Leadership of Opposition front taken by surprise

When it was formed way back in 1979-80 in the aftermath of Emergency, the Communist Party of India (CPI) and the Revolutionary Socialist Party (RSP) were the parties that sacrificed much to make the Left Democratic Front (LDF) a reality. If CPI leader P.K. Vasudevan Nair quit office bringing down the government that he headed after A.K. Antony resigned over Indira Gandhi’s controversial candidature at Chickamagalur, the RSP lost its berth in the Cabinet. But what they created through sacrifice appears to be tottering with the RSP almost at the alliance’s exit point.

The core of the LDF was intact even after the Kerala Congress(J) and the M.P. Veerendrakumar faction of the then Janata Dal (Secular) chose to walk out of the alliance, both as badly scarred as the RSP now.

Weakened force

But it is a different story with the RSP, though the party’s current plight is in a way largely its own making. Over the years, the party that was once a force to reckon with, particularly in south Kerala, had become emaciated, thanks to a series of splits and mutual bickering among senior leaders. As the RSP got weakened, it befell the CPI(M) to redeem their candidates in many election. The inevitable followed when the CPI(M) decided to take away many key seats that the RSP used to contest.

It is not that the RSP leadership did not offer resistance. When he was the State secretary of the party, RSP’s current national general secretary T.J. Chandrachoodan had put up a strong fight against the CPI(M) leadership over denial of what he considered his party’s rightful share of the electoral spoils. His fight mostly went in vain because he received little support from his party colleagues. The party has now decided to leave the alliance and, perhaps, move to the rival camp. But this is easier said than done.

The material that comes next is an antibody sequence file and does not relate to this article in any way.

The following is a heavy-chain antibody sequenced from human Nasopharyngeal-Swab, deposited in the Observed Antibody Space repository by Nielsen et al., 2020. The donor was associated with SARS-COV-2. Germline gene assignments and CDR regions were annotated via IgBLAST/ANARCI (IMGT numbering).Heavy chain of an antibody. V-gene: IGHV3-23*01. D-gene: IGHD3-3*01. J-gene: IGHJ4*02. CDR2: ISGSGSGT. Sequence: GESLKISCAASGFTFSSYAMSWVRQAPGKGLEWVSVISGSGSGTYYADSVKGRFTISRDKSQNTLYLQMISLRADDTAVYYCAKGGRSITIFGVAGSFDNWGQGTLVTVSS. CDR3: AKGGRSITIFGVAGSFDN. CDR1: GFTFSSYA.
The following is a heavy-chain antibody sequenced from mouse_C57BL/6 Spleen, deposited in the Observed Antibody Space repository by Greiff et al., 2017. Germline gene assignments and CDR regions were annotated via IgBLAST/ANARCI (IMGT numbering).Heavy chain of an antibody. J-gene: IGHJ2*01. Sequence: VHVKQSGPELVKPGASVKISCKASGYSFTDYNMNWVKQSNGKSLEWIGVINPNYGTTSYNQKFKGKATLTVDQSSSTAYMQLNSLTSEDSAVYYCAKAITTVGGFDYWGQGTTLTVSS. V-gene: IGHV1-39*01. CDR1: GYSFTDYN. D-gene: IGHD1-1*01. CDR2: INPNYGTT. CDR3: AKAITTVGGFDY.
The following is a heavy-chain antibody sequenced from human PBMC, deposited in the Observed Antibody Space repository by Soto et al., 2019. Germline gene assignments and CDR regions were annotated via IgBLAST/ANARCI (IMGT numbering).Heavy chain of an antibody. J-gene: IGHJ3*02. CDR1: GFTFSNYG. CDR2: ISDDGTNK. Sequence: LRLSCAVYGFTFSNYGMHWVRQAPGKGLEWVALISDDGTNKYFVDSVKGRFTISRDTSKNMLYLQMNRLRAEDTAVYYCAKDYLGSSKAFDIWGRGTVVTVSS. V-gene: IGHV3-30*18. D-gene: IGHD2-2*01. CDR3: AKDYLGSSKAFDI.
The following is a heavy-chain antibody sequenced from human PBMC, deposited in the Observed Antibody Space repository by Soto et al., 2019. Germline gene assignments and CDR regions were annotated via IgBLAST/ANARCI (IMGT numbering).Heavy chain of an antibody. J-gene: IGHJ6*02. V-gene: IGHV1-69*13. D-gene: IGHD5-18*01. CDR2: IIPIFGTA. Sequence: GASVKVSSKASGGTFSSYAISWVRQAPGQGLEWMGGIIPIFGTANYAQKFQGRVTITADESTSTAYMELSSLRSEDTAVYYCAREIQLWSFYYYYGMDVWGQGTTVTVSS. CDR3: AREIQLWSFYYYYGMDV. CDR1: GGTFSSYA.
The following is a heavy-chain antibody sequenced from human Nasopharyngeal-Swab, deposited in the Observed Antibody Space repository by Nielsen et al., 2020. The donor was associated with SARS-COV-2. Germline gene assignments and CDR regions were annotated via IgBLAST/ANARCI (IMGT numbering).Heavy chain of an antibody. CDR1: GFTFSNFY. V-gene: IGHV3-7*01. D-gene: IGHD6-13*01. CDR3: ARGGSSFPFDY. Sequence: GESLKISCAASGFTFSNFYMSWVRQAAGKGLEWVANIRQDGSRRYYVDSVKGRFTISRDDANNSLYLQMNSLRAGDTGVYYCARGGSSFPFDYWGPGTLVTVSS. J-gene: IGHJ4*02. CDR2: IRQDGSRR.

The State leadership would have to get its decision endorsed by the RSP Central committee. When the RSP State secretariat and State committee began discussing the issue on Saturday morning, Mr. Chandrachoodan was careful not to be seen as endorsing it.

The LDF leadership was obviously taken by surprise by the pace of developments. Leaders of both the CPI(M) and the CPI did try to avert RSP’s exit from the LDF, most prominent among them being Leader of the Opposition V.S. Achuthanandan and CPI State secretary Pannian Ravindran. Mr. Ravindran called on the RSP leaders just before the party State committee meeting began and urged them not to go ahead with their decision to leave the Opposition alliance, but without any effect.

The LDF leadership is still engaged in a bid to reach out to the RSP leadership. The RSP is likely to reconsider its decision only if the pull from the national Left argument proves more compelling than the current predicament of the party.

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